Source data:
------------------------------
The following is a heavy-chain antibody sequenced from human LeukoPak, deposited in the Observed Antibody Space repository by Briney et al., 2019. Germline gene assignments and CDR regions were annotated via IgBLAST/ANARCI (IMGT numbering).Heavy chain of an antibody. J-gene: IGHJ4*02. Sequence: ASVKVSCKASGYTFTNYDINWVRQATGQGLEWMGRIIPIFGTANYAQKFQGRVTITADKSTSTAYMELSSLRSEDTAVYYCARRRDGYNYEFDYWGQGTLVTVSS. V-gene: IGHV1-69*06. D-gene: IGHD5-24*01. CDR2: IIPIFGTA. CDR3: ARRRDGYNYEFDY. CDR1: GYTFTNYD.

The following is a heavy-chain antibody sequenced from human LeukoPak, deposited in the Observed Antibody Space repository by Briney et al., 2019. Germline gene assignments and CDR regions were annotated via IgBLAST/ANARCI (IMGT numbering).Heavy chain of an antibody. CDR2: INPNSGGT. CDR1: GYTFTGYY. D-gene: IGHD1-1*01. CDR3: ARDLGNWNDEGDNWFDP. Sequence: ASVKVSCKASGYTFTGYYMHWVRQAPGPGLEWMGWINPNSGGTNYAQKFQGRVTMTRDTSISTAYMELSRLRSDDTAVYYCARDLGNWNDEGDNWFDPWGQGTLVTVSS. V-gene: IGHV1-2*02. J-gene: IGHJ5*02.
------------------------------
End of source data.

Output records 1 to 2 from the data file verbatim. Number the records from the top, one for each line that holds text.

The following is a heavy-chain antibody sequenced from human LeukoPak, deposited in the Observed Antibody Space repository by Briney et al., 2019. Germline gene assignments and CDR regions were annotated via IgBLAST/ANARCI (IMGT numbering).Heavy chain of an antibody. J-gene: IGHJ4*02. Sequence: ASVKVSCKASGYTFTNYDINWVRQATGQGLEWMGRIIPIFGTANYAQKFQGRVTITADKSTSTAYMELSSLRSEDTAVYYCARRRDGYNYEFDYWGQGTLVTVSS. V-gene: IGHV1-69*06. D-gene: IGHD5-24*01. CDR2: IIPIFGTA. CDR3: ARRRDGYNYEFDY. CDR1: GYTFTNYD.

The following is a heavy-chain antibody sequenced from human LeukoPak, deposited in the Observed Antibody Space repository by Briney et al., 2019. Germline gene assignments and CDR regions were annotated via IgBLAST/ANARCI (IMGT numbering).Heavy chain of an antibody. CDR2: INPNSGGT. CDR1: GYTFTGYY. D-gene: IGHD1-1*01. CDR3: ARDLGNWNDEGDNWFDP. Sequence: ASVKVSCKASGYTFTGYYMHWVRQAPGPGLEWMGWINPNSGGTNYAQKFQGRVTMTRDTSISTAYMELSRLRSDDTAVYYCARDLGNWNDEGDNWFDPWGQGTLVTVSS. V-gene: IGHV1-2*02. J-gene: IGHJ5*02.